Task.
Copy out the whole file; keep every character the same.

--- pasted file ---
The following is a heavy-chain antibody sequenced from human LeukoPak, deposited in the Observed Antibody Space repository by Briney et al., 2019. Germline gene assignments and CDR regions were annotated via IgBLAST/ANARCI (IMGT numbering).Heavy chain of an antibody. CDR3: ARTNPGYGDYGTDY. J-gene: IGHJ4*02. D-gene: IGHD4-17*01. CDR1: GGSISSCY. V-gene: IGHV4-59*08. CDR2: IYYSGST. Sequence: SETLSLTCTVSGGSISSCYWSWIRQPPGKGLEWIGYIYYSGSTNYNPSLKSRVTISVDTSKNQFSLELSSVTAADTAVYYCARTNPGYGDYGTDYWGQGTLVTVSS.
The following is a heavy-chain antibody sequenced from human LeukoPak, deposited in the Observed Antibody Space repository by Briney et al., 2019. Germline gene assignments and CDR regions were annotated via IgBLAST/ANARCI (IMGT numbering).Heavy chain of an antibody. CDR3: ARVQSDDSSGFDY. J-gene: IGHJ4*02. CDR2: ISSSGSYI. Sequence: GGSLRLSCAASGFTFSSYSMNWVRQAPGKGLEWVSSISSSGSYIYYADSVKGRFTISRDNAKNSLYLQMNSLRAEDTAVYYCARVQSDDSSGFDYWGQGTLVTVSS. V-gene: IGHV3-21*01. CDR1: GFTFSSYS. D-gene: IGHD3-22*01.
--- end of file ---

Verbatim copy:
The following is a heavy-chain antibody sequenced from human LeukoPak, deposited in the Observed Antibody Space repository by Briney et al., 2019. Germline gene assignments and CDR regions were annotated via IgBLAST/ANARCI (IMGT numbering).Heavy chain of an antibody. CDR3: ARTNPGYGDYGTDY. J-gene: IGHJ4*02. D-gene: IGHD4-17*01. CDR1: GGSISSCY. V-gene: IGHV4-59*08. CDR2: IYYSGST. Sequence: SETLSLTCTVSGGSISSCYWSWIRQPPGKGLEWIGYIYYSGSTNYNPSLKSRVTISVDTSKNQFSLELSSVTAADTAVYYCARTNPGYGDYGTDYWGQGTLVTVSS.
The following is a heavy-chain antibody sequenced from human LeukoPak, deposited in the Observed Antibody Space repository by Briney et al., 2019. Germline gene assignments and CDR regions were annotated via IgBLAST/ANARCI (IMGT numbering).Heavy chain of an antibody. CDR3: ARVQSDDSSGFDY. J-gene: IGHJ4*02. CDR2: ISSSGSYI. Sequence: GGSLRLSCAASGFTFSSYSMNWVRQAPGKGLEWVSSISSSGSYIYYADSVKGRFTISRDNAKNSLYLQMNSLRAEDTAVYYCARVQSDDSSGFDYWGQGTLVTVSS. V-gene: IGHV3-21*01. CDR1: GFTFSSYS. D-gene: IGHD3-22*01.